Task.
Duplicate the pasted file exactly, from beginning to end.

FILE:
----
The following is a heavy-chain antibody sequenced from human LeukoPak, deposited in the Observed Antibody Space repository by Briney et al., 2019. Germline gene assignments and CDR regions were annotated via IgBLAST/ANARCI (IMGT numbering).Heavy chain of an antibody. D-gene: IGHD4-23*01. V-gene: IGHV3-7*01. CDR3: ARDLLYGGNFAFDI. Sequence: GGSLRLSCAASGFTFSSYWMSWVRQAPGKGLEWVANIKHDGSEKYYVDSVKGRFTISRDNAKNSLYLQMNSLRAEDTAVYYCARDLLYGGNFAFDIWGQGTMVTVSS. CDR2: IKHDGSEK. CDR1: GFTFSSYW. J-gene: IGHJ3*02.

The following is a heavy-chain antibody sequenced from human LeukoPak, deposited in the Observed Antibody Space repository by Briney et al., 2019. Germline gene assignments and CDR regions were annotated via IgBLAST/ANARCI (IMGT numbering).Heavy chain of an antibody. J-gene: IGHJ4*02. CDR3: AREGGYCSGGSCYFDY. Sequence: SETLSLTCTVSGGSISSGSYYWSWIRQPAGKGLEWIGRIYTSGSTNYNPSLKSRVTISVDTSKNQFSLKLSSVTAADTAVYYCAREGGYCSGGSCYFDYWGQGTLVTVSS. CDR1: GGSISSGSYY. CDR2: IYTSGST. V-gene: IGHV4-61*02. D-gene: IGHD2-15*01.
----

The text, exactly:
The following is a heavy-chain antibody sequenced from human LeukoPak, deposited in the Observed Antibody Space repository by Briney et al., 2019. Germline gene assignments and CDR regions were annotated via IgBLAST/ANARCI (IMGT numbering).Heavy chain of an antibody. D-gene: IGHD4-23*01. V-gene: IGHV3-7*01. CDR3: ARDLLYGGNFAFDI. Sequence: GGSLRLSCAASGFTFSSYWMSWVRQAPGKGLEWVANIKHDGSEKYYVDSVKGRFTISRDNAKNSLYLQMNSLRAEDTAVYYCARDLLYGGNFAFDIWGQGTMVTVSS. CDR2: IKHDGSEK. CDR1: GFTFSSYW. J-gene: IGHJ3*02.

The following is a heavy-chain antibody sequenced from human LeukoPak, deposited in the Observed Antibody Space repository by Briney et al., 2019. Germline gene assignments and CDR regions were annotated via IgBLAST/ANARCI (IMGT numbering).Heavy chain of an antibody. J-gene: IGHJ4*02. CDR3: AREGGYCSGGSCYFDY. Sequence: SETLSLTCTVSGGSISSGSYYWSWIRQPAGKGLEWIGRIYTSGSTNYNPSLKSRVTISVDTSKNQFSLKLSSVTAADTAVYYCAREGGYCSGGSCYFDYWGQGTLVTVSS. CDR1: GGSISSGSYY. CDR2: IYTSGST. V-gene: IGHV4-61*02. D-gene: IGHD2-15*01.